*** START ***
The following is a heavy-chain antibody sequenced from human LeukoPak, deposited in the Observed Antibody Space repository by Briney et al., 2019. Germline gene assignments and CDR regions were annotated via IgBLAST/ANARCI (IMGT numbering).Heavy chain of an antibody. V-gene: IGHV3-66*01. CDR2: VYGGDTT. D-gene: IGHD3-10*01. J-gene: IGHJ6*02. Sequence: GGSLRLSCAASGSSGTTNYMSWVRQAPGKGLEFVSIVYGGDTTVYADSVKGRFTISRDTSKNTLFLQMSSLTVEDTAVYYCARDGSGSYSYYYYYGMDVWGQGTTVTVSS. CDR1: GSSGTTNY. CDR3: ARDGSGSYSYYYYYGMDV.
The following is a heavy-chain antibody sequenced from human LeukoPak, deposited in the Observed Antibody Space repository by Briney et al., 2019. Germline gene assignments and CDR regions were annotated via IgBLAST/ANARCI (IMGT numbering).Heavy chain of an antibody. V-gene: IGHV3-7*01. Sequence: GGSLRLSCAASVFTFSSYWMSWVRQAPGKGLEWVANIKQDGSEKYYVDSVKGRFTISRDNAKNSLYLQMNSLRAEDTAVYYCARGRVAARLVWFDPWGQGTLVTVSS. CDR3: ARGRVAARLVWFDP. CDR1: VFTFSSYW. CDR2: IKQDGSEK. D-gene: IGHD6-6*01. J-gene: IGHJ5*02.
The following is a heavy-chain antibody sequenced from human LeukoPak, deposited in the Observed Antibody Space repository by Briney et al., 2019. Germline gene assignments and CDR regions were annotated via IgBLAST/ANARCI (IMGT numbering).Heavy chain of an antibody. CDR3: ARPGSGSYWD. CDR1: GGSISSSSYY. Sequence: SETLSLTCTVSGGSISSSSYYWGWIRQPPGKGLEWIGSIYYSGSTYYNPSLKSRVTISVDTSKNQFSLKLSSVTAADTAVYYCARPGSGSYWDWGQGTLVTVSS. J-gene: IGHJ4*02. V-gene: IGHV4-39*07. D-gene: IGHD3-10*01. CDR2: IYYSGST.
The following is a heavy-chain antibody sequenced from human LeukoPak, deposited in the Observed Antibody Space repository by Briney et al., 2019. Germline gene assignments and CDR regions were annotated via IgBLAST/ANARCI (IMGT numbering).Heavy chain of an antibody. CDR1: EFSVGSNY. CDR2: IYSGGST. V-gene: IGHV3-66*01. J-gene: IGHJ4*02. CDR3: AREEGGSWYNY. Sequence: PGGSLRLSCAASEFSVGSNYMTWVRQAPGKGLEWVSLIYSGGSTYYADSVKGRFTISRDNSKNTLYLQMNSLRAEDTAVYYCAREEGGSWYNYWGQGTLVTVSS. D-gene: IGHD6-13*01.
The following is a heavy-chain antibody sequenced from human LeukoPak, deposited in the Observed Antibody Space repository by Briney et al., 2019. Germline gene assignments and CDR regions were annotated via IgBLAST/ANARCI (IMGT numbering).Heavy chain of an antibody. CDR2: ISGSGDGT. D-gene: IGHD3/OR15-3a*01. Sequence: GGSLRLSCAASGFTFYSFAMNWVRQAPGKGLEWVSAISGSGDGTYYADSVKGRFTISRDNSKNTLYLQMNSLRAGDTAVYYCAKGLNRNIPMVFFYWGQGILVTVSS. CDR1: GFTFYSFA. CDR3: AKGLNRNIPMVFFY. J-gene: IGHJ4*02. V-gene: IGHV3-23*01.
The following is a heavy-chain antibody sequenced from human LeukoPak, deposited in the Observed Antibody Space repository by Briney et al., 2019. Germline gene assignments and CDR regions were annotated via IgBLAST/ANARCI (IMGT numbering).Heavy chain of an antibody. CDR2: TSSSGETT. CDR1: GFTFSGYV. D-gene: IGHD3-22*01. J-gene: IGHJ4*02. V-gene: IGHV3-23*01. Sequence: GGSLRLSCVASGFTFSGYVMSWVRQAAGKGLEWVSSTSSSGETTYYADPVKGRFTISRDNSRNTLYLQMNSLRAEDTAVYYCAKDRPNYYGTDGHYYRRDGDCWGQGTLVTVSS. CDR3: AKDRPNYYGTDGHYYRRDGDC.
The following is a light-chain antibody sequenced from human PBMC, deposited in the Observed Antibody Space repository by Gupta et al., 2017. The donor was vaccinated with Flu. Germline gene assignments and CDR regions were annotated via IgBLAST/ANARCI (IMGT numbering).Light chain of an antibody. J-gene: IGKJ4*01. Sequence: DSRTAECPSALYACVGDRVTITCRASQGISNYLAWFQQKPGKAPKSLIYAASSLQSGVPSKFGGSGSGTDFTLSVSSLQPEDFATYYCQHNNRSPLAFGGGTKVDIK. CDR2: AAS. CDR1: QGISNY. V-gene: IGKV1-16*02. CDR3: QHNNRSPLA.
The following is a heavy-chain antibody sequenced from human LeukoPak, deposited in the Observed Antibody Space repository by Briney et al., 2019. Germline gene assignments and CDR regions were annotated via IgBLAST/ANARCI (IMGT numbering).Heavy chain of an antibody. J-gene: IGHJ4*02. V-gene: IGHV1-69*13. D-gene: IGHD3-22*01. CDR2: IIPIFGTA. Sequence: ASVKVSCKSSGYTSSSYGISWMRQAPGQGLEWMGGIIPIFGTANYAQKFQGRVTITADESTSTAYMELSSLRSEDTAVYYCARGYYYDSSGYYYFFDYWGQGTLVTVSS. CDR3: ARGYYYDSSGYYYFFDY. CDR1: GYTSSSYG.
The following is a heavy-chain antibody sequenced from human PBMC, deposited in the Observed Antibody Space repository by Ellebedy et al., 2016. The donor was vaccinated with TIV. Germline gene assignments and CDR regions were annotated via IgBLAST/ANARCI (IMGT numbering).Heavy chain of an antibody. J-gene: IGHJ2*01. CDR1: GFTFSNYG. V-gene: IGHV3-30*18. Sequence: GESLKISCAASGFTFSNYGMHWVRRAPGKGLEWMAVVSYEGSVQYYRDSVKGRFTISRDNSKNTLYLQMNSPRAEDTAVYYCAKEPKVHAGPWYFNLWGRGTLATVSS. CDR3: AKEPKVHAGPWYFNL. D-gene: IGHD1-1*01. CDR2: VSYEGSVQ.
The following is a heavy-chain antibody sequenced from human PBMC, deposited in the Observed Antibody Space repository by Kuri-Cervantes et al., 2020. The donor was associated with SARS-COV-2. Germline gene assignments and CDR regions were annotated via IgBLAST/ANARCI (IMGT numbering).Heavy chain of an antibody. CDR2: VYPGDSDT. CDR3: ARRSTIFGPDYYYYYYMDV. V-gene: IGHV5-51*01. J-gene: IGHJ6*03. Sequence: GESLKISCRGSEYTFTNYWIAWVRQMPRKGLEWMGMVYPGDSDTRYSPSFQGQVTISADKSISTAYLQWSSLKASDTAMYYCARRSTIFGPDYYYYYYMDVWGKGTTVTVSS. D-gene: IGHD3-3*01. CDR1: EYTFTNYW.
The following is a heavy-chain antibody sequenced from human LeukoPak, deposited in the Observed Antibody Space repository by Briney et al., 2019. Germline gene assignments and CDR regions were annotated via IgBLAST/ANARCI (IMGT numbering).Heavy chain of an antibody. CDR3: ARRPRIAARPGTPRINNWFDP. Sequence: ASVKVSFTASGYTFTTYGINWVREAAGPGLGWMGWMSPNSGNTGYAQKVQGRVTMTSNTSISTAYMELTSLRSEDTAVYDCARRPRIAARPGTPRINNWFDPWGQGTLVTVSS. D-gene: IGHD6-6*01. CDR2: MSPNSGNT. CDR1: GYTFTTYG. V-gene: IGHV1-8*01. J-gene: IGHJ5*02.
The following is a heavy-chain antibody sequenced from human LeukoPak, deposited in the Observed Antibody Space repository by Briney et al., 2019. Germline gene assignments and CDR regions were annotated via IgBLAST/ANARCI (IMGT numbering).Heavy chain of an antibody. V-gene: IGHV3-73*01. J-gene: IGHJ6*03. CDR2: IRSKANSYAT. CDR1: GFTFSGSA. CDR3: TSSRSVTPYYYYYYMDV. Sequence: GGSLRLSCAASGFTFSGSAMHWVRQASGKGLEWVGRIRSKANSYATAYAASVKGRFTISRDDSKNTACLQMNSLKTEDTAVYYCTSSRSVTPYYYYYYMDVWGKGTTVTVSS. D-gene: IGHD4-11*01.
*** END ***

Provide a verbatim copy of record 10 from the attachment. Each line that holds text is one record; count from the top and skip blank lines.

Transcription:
The following is a heavy-chain antibody sequenced from human PBMC, deposited in the Observed Antibody Space repository by Kuri-Cervantes et al., 2020. The donor was associated with SARS-COV-2. Germline gene assignments and CDR regions were annotated via IgBLAST/ANARCI (IMGT numbering).Heavy chain of an antibody. CDR2: VYPGDSDT. CDR3: ARRSTIFGPDYYYYYYMDV. V-gene: IGHV5-51*01. J-gene: IGHJ6*03. Sequence: GESLKISCRGSEYTFTNYWIAWVRQMPRKGLEWMGMVYPGDSDTRYSPSFQGQVTISADKSISTAYLQWSSLKASDTAMYYCARRSTIFGPDYYYYYYMDVWGKGTTVTVSS. D-gene: IGHD3-3*01. CDR1: EYTFTNYW.